In a seminar that we provide for senior postdocs and group leaders, we talk about the topic of funding. After covering the usual suspects, I am asking whether the attendees have ever considered funding from industry. Fred, who is currently getting ready for his first professorship applications, shoots out a knee-jerk answer, “No, I can´t imagine being drafted to become the extended workbench of a corporation. If I wanted to do that, I’d rather work for them directly and earn more!”
I can´t imagine being drafted to become the extended workbench of a corporation
That´s exactly the prejudice I intend to tackle during the seminar. “With every funding source you need to ask whether it fits to your research and whether you´re being exploited or supported,” I reply. I then pause long enough to allow the attendees eyes to slowly move to Jane. She had reported a few minutes earlier that her scholarship foundation had recently dropped her like a hot potato when a competing group published results related to her industry-funded research topic. You can encounter tough conditions with every funding body, even non-profit foundations and associations. “You need to check with every funding source, regardless if it´s privately or publicly funded.” The arguments that funding from industry is somewhat ‘dirty’ and could damage your integrity as researcher are increasingly viewed as outdated. Securing funding is a crucial criterion for any job application in academia. As long as you do good research, it doesn´t matter where the money comes from. With a well-rounded portfolio of funding sources you can thus score major points during your application procedure.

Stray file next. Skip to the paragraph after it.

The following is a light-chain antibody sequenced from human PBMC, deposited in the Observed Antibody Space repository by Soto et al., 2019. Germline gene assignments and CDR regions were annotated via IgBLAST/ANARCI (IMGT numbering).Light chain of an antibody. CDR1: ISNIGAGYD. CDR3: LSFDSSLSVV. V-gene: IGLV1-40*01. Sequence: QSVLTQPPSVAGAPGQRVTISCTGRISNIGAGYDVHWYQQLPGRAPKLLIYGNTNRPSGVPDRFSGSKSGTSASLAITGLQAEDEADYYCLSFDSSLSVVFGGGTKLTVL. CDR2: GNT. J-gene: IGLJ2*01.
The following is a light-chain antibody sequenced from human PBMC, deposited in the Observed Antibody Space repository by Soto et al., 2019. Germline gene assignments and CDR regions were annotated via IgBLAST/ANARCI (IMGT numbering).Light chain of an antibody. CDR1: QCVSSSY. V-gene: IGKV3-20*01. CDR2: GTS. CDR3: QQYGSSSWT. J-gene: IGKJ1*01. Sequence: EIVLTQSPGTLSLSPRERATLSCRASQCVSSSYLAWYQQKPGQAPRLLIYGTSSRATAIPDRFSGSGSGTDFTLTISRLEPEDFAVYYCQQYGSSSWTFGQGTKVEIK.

If you do secure industry funding, you indeed have to deal with a partner with complex self-interests. Be sure to check up front to what degree you will retain your freedom of research. Can you still publish, and if so, what limitations apply? With whom and in what manner can you share your results and ideas? Question the motives of your partner as well: Are you interesting to them because your PhD students are simply cheaper than scientists in industry? Or does the collaboration aim at developing a commercially relevant application on the basis of your research?
After a lively discussion, I add, “You should also keep the development of your PhD students and postdocs in mind. Some of them may want to transition to industry careers after they leave your group. For them, an industry collaboration would be a great experience, and their market value would increase.”
And you as their group leader would develop the reputation that you care for the professional development of your students and also possess a network outside of academia.
This article was first published in Nachrichten aus der Chemie (issue 04/2019).